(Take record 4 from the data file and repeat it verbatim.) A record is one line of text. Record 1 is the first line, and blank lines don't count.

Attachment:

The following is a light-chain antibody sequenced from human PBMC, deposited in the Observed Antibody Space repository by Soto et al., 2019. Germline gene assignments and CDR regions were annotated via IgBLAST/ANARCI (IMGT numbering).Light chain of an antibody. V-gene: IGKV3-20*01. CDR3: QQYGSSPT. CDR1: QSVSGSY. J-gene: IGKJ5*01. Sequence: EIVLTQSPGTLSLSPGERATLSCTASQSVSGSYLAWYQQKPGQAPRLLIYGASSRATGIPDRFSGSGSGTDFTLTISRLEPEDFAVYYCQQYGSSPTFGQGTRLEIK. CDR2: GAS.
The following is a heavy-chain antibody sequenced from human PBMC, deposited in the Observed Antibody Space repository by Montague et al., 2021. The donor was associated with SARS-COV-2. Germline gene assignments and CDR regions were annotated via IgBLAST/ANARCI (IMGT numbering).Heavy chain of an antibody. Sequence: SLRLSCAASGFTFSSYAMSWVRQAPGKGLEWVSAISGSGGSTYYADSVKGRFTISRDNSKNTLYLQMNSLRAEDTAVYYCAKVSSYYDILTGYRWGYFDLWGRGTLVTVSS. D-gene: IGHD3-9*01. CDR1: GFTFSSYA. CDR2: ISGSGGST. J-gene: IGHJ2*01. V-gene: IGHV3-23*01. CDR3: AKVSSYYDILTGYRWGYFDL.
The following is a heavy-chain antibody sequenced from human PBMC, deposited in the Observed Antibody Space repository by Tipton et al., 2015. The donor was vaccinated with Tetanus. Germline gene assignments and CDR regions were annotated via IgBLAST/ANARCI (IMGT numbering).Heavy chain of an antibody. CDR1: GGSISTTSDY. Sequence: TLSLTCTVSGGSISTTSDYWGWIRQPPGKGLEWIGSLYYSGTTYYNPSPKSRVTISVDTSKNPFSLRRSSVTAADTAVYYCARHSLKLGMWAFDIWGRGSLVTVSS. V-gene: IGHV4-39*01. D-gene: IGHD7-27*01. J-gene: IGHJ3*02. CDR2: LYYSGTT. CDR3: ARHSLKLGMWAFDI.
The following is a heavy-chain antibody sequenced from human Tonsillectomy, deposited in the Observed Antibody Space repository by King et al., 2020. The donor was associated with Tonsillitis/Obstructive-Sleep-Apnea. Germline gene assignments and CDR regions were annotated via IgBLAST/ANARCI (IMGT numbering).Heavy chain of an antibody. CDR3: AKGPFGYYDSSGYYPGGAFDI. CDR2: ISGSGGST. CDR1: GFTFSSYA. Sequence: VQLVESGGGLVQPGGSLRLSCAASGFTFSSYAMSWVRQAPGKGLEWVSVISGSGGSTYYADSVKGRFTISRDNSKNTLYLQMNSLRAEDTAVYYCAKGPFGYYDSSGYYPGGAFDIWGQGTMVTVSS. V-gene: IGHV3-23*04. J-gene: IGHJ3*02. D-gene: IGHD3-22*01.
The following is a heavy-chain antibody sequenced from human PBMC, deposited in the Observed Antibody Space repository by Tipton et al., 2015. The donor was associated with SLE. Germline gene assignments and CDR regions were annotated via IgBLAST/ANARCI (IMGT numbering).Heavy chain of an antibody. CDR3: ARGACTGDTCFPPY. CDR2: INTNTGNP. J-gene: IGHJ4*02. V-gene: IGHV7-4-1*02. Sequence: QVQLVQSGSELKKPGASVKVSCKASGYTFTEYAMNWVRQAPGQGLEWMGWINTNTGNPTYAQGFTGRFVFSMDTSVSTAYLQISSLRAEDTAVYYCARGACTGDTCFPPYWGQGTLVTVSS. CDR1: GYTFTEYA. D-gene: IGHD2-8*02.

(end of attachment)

The following is a heavy-chain antibody sequenced from human Tonsillectomy, deposited in the Observed Antibody Space repository by King et al., 2020. The donor was associated with Tonsillitis/Obstructive-Sleep-Apnea. Germline gene assignments and CDR regions were annotated via IgBLAST/ANARCI (IMGT numbering).Heavy chain of an antibody. CDR3: AKGPFGYYDSSGYYPGGAFDI. CDR2: ISGSGGST. CDR1: GFTFSSYA. Sequence: VQLVESGGGLVQPGGSLRLSCAASGFTFSSYAMSWVRQAPGKGLEWVSVISGSGGSTYYADSVKGRFTISRDNSKNTLYLQMNSLRAEDTAVYYCAKGPFGYYDSSGYYPGGAFDIWGQGTMVTVSS. V-gene: IGHV3-23*04. J-gene: IGHJ3*02. D-gene: IGHD3-22*01.